Denied by war, vet finally walks with Central grads
The class of 1945 at Oklahoma’s Merritt High School had six students.
Half couldn’t walk across the stage at graduation because of service to country during World War II.
Among them was Edward Reed Jr.—once thought killed in combat.
On Monday, he was very much alive and experiencing things denied by war and circumstance seven decades ago.
Escorted by his graduate granddaughter, Destinee, 17, and his son, Central High School teacher Ed Reed III, Reed Jr., 86, received an honorary diploma during Central’s commencement ceremony at Stocker Stadium. A throng of attendees, including Central’s 323 graduates, gave Reed Jr. a standing ovation as he walked to and from the stage.
Attired in a suit with a cap on his head that noted his service in the 82nd Airborne, Reed Jr. said he didn’t feel like he’d “earned the right” to wear Central’s red graduation gown Monday.
“Let the kids who earned it wear them,” Reed Jr. said in an interview last week. “It’s just an honor to walk with my granddaughter.”
A prolific student who’ll attend Colorado Mesa University with an eye on a career in music, Destinee Reed said she jumped at the chance to include her grandfather on her graduation day.
“How many people get a chance to walk with their grandparents?” she asked.
Reed Jr. arrived in France three days after the D-Day invasion, one week before his 17th birthday. He later served in the 79th Infantry Division under the command of Gen. George S. Patton. Reed Jr. was the youngest of eight siblings, with seven sisters.
His mother, Etta, was scheduled to walk and accept her son’s high school diploma from Merritt High School.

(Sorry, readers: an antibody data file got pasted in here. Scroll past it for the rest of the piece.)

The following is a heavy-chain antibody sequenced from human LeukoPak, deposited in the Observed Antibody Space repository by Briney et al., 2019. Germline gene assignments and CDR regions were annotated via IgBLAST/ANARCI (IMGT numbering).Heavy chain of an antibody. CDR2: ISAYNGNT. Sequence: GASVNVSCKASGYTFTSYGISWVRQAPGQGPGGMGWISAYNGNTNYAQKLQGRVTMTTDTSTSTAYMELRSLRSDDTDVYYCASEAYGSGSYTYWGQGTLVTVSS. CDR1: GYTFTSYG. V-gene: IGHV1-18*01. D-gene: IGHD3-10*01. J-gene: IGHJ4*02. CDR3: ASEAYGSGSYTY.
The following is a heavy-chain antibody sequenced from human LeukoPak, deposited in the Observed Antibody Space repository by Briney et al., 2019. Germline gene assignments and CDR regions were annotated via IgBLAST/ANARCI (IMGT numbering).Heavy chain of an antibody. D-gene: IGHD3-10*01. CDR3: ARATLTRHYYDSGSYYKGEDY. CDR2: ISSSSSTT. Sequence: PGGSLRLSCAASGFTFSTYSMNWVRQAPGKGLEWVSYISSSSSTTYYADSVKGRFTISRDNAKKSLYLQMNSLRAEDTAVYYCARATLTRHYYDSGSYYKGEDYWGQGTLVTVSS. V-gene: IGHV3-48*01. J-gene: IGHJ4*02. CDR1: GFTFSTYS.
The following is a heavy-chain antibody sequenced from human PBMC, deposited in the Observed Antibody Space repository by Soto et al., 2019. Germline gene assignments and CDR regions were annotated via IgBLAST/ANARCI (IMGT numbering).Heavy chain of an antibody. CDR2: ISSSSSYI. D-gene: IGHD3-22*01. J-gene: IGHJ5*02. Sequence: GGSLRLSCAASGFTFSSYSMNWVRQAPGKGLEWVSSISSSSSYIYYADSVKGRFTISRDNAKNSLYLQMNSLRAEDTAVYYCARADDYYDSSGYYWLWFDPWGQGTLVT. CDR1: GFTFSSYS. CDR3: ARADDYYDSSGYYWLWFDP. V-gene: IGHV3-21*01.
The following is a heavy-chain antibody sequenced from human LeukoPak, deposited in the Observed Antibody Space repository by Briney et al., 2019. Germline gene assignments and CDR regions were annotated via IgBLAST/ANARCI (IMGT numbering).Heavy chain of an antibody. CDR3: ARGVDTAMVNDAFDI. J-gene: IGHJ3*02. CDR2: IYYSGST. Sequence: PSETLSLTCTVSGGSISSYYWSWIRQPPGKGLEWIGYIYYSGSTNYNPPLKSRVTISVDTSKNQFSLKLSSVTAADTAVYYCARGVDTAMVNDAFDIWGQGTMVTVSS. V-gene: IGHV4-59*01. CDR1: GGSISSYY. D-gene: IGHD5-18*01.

But two days before graduation, she was told in a letter from the U.S. Army her son was missing in action and presumed dead. The superintendent of schools went ahead and issued her a posthumous diploma. Etta thought her son was dead for a full month before he turned up in a full body cast at a hospital in France.
It marked the first of Reed Jr.‘s two Purple Hearts awarded by the U.S. Army.
Etta never spoke to her son about accepting his posthumous diploma, according to Reed Jr.‘s wife, Patta Leigh.
“She told me it was the hardest thing she had ever experienced,” she said. “I hope no young man’s mother ever has to experience what his mother did.”
While denying him his high school commencement ceremony, World War II continued to frustrate life celebrations. He missed two college graduation ceremonies because of various surgeries—Reed Jr. counts numerous medical procedures on knees and shoulders stemming from war wounds.
Eventually earning a master’s degree, Reed Jr. spent 36 years in education as a teacher, administrator and principal before retiring from Jefferson County schools in 1986. The family retired to Gunnison and eventually Grand Junction,
Ed Reed III, who’s retiring after 35 years of teaching at Central, orchestrated his father’s diploma walk and secretly restored a 1941 Chevrolet pickup to present to his father later on Monday: a gift like any graduate might get, Reed III said.
“This was the hot car when he was a kid.”